IBM flung out a second beta of Lotus Symphony 3 yesterday, that brings the free productivity suite closer to Microsoft Office.
The software, which is based on current OpenOffice.org 3 code stream, comes loaded with support for Visual Basic macros, OLE Objects and embedded audio/video.
The company has tweaked the user interface and added lots of new features including support for nested tables, presentation masters and DataPilot tables for pivoting on large datasets.
"Users will also find enhanced support for and interoperability with Microsoft Office 2007 files and OpenOffice.org file formats," noted IBM.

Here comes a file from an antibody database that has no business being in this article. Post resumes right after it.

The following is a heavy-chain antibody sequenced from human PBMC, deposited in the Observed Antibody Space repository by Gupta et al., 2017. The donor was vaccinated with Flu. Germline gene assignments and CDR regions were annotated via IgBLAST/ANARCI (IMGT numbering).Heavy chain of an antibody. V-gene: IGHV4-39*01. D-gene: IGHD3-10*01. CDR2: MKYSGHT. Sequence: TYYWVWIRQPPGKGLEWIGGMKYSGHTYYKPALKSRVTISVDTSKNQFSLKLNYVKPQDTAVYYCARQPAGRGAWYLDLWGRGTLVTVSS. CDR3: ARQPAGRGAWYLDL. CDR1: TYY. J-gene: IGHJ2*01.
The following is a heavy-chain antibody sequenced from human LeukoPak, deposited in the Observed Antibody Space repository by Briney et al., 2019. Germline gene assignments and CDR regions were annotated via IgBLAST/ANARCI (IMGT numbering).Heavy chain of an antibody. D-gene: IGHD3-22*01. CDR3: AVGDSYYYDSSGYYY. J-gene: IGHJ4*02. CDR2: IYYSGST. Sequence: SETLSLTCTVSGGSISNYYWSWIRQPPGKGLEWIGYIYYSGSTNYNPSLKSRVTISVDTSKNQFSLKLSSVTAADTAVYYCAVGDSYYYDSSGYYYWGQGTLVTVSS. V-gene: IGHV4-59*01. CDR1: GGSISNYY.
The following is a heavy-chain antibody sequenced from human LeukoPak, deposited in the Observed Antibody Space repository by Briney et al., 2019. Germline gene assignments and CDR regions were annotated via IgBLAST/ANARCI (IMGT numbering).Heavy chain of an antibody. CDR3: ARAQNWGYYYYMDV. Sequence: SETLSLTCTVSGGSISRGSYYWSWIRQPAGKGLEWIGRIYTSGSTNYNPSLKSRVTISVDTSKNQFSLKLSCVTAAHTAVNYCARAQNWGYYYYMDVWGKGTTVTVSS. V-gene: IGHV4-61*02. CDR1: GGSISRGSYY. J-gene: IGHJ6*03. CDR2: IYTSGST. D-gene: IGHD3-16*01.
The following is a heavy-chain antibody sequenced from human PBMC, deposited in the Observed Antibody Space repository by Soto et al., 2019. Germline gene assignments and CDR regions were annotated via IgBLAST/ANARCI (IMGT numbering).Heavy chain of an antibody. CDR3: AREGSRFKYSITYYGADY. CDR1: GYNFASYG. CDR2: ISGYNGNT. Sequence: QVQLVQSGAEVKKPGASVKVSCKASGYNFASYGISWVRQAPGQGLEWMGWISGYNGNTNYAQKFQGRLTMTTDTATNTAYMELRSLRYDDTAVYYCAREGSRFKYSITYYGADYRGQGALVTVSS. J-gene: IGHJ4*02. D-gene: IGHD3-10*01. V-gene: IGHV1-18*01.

In other words, its applications slot more comfortably in with Microsoft and OOo documents.
IBM launched Lotus Symphony in 2007 in a move to rival Redmond's ubiquitous Office suite. Since then Google and OOo have begun muscling on that territory.
Google's effort is, of course, a web-based one and IBM wonks have been beavering away at its own webby version of Symphony, dubbed Project Concord, which is expected to land in the first half of this year.
Similarly, Microsoft is planning to release Office 2010 in June that will include a web-based version of its suite. ®